CASE: Career Progression at Intel Intel is the largest maker of semiconductor chips in the world. It dominates its industry, producing twice as many chips as its nearest competitor and selling almost $ 100 million worth of them every day. For over 40 years now, one of the company’s most valuable resources has been its leadership. Intel has had just five CEOs since it was founded in 1969, and although each has naturally brought different strengths and taken different approaches to the job, each has contributed to Intel’s remarkable record of continuous success. And part of their effectiveness has been a coordinated career progression plan relying heavily on mentoring. Bob Noyce, a physicist with an aptitude for technology, started Intel in 1969 with chemist physicist Gordon Moore and served as its CEO until 1975. Noyce was known as a loyal and charismatic risk taker who had a knack for knowing when his people knew what they were doing: He was general manager at Fairchild Semiconductor when its scientists invented the integrated chip in 1959, and as head of Intel, he over-saw the development of the microprocessor in the late 1960s. Noyce epitomized the image of the casual California high tech executive. He had no use for corporate jets, gaudy offices, or even reserved parking spaces and preferred a relaxed working environment in which bright employees were given the freedom to do what they were hired to do. Under his leadership, Intel developed a culture that emphasized technical proficiency over fiscal performance. When Noyce stepped down in 1975, Gordon Moore took over as CEO and held the post until 1987, when he became chairman of the board. Moore’s leadership style was quite similar to Noyce’s but if possible—even more committed to hands off management and the primacy of technology. According to his successor, Andy Grove, “ Gordon is rational,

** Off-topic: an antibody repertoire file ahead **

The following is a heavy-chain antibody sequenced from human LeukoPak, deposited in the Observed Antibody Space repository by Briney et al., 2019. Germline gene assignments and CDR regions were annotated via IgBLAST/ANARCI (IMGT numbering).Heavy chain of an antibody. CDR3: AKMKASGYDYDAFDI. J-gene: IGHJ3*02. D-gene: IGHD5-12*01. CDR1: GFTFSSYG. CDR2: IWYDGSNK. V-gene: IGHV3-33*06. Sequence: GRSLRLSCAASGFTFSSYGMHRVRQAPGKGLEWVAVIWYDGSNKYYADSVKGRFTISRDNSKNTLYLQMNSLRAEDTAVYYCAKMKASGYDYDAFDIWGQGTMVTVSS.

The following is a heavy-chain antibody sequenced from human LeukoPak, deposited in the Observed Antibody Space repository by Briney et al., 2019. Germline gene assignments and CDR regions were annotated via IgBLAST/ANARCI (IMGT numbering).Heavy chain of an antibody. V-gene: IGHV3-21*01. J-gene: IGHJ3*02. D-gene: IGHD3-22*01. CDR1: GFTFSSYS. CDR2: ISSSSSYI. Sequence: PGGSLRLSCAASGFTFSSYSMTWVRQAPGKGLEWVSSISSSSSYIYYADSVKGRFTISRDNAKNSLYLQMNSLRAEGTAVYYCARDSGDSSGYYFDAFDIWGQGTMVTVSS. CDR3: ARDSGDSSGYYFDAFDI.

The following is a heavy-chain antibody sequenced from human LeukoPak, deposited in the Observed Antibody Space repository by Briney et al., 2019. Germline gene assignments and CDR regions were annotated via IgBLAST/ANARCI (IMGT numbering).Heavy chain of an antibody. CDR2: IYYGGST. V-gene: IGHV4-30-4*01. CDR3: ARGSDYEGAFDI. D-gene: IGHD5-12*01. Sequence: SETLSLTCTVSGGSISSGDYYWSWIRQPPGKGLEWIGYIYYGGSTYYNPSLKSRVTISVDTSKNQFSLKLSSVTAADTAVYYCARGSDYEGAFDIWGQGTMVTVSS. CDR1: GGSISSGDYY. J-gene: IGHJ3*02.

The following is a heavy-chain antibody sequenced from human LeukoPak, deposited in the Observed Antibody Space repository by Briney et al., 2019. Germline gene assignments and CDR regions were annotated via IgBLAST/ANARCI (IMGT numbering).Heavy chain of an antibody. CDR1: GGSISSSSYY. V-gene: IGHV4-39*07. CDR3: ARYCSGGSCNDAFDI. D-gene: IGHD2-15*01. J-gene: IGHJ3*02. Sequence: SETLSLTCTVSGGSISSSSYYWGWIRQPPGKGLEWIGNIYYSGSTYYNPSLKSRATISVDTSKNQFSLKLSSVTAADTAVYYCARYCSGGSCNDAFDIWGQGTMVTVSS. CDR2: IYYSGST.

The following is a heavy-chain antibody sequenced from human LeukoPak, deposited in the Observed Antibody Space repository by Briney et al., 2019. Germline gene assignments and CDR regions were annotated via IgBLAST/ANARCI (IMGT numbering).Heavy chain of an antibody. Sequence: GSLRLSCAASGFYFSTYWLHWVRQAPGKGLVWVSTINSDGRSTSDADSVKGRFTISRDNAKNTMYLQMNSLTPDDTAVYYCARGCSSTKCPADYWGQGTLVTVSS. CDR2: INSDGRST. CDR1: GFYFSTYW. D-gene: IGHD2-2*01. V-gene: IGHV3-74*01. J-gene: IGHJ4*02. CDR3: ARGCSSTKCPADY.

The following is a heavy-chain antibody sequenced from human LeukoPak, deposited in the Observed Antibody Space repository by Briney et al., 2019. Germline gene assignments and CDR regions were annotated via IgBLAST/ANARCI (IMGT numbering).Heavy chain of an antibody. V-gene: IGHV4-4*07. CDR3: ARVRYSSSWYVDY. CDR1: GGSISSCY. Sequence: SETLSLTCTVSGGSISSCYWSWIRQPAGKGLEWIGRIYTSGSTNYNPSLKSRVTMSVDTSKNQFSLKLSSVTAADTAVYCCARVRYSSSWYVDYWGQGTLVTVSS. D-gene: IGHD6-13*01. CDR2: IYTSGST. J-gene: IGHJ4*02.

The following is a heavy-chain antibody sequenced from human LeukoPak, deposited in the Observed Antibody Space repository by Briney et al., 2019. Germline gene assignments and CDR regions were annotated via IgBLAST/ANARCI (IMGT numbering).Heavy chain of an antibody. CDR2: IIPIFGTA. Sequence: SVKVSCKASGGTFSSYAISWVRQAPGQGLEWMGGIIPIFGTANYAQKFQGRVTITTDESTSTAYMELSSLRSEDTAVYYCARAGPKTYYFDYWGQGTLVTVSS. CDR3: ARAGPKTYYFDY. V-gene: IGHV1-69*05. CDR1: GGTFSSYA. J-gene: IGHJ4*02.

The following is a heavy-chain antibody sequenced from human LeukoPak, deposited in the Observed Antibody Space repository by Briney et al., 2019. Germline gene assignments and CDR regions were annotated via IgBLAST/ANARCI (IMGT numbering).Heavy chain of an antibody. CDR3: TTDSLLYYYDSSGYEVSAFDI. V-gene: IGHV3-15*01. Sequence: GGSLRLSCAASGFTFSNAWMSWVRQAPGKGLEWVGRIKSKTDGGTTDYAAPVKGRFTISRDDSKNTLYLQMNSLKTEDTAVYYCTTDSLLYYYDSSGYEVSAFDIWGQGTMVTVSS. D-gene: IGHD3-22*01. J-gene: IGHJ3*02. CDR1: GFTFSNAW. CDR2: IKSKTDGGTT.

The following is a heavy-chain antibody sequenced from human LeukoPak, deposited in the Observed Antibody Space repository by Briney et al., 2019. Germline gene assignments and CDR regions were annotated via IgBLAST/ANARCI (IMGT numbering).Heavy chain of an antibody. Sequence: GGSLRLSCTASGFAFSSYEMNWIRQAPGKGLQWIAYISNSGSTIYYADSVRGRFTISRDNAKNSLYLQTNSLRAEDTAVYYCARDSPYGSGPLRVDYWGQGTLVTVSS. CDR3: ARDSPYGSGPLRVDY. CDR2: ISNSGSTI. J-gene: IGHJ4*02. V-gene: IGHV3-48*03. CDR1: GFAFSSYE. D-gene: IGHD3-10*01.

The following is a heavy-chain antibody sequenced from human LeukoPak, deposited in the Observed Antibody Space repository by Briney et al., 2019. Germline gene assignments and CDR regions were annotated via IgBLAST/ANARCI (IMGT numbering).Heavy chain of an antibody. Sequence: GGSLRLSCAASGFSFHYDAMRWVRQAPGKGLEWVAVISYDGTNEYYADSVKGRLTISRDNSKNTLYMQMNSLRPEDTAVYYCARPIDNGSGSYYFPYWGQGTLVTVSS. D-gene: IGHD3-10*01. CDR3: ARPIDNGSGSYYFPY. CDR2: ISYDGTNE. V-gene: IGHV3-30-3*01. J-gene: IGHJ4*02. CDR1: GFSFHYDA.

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- Fall '16
- Mr. ruckel
- Intel, Intel corporation, Gordon Moore, Grove, Fairchild Semiconductor, Intel Architecture Group